Despite these difficult circumstances, Maharjan was at the office again few days after the earthquake, cooking midday meals for up to 100 people. She calls her husband three times a day to check on the baby

While her workload has doubled with the influx of hundreds of volunteers, new staff and visitors, Maharjan does not mind:

“Being here with my friends helps me to relax.”

Bibles' new beginning
- Kharel’s story

Human resource officer Nisha Kharel was visiting her home district Chitwan on the fateful day of the quake.

The quake had little impact there. Because she could not get hold of her family in Kathmandu, Kharel decided to drive back the next day.

“When I entered Kathmandu Valley I started to cry. So much destruction. It slowly dawned on me that this was a big disaster.”

Luckily her 70-year old mother survived the quake without a scratch. However, the apartment Kharel had just bought in a high rise building was heavily damaged. She was too scared to enter her apartment to retrieve her clothes.

Kharel and her mother moved in with distant relatives, and slept on the floor with 40 to 50 other people for a week.

Yet, she sprang into action and helped LWF Nepal hire 18 new staff and recruit hundreds of volunteers. She says:

“For the first time in my life I felt I knew what it means to be a refugee.”

Kharel, a single parent, nowadays stays with her sister and has collected some essentials from her apartment.

“Half of the time I still can’t believe what has happened. My mother bought this expensive flat for me, which now is basically uninhabitable. A huge investment has gone. However, I learn from the Bible that there are new beginnings. We hope against hope.”



Here’s how hope happens – stories from survivors.

UPDATE 6: Monday 25 May 2015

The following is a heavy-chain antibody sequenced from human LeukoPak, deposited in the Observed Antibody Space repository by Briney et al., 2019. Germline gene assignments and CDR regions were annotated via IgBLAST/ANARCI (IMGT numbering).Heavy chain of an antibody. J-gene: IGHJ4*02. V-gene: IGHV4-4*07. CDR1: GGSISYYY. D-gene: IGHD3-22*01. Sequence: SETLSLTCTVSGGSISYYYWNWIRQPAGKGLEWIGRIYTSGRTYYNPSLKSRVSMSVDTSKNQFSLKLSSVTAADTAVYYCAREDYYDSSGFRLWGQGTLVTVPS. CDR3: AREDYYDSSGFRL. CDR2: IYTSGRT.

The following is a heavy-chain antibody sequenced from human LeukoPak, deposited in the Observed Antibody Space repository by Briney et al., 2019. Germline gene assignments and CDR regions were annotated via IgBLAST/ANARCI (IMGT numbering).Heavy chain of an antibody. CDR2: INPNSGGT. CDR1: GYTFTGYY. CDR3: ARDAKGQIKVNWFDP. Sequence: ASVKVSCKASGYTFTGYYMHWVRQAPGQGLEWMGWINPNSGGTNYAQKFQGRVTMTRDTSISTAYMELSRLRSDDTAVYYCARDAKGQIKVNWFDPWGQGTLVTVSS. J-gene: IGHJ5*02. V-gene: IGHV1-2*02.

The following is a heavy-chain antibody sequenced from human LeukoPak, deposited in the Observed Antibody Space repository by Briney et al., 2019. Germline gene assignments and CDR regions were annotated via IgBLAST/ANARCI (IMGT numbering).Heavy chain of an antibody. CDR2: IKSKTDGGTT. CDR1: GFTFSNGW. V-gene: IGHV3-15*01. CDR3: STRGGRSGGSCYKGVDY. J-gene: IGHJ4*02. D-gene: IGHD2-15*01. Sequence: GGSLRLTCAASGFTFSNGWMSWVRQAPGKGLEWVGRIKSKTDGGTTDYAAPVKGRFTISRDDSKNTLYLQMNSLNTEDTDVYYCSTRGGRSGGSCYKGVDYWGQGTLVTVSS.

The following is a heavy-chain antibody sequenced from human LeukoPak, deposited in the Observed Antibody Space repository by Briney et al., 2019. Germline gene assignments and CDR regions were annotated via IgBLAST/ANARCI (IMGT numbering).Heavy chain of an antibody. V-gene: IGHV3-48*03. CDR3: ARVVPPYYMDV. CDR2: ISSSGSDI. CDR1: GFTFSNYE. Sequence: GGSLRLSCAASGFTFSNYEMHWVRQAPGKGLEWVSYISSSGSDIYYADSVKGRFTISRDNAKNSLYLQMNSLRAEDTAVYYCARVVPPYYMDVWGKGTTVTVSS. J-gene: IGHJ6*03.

The Lutheran World Federation team you support through ALWS has worked with the people of Lalitpur for eight years.

The trust built by that work means your help now can be efficient and effective – and help survivors build on the hope growing from the most unlikely places.


Rardlika Sanggel Mahat shared how her buffalo was buried under her house.

“We only saw a hoof and a piece of rope. So we started digging and pulling, and managed to get it out alive. It was bucking with fear, and we had a really hard time tying it up. All of my family helped.”

Radrlika had bought the buffalo through a local loan scheme, set up by the Lutheran team. The milk the buffalo produced provided income for Rardlika’s family. Thankfully it still can.


  • The assessment team to Dolkha reports 90% Households destroyed
  • Aid has now reached 10,302 households and 16,219 individuals:
  • Ready-to-Eat food
  • Tarpaulins and plastic sheets
  • 15 day WASH Kits (Water and Sanitation, Hygiene)
  • 31 most remote villages reached on Kathmandu Valley, Sindhupalchowk and Rasuwa
  • Suspected cholera outbreak in Sindhupalchowk – WASH engineer sent in
  • LWF team met with Government authorities re agriculture, and opportunities for paddy seeds and vegetable seeds


In the village of Dhusel, 300 out of 338 houses were completely destroyed. Four people died. Maili Pakhrin told our team about the moment the quake struck:

 “It was noon, I was in the kitchen. Suddenly the kitchen started sinking. I was petrified. I didn’t know what it was. Then I started running. When I came down the stairs, I saw the houses shaking from side to side. I heard the kitchen collapse, and saw how every house in this street broke down.

“Everything I had was in this house. Even most of my food is buried here. Neighbours helped me dig out some of my clothes, but they are torn.”

Maili now stays with her brother’s family in a shelter made of plastic sheets from a greenhouse.

Greenhouses are another project started earlier by the Lutheran team you support in Nepal. (The ‘tunnel greenhouses’ speed up and increase the harvest of crops like tomatoes.)


While the focus for our Lutheran team right now is providing blankets, tarpaulins and food, the community is already looking at how they can rebuild their houses.

LWF Team Leader, Nibha Shresta, says,

 “Instead of just tarpaulins, we thought of giving people tin sheets. When the monsoon starts in a few weeks, tarpaulins are not enough. With tin sheets they can build provisional houses until their housing is re-built.”

The people of Dhusel have already started to organise themselves.

Neighbours help each other rescue personal belongings from the ruins. Men patrol at night to prevent children stealing items from the debris.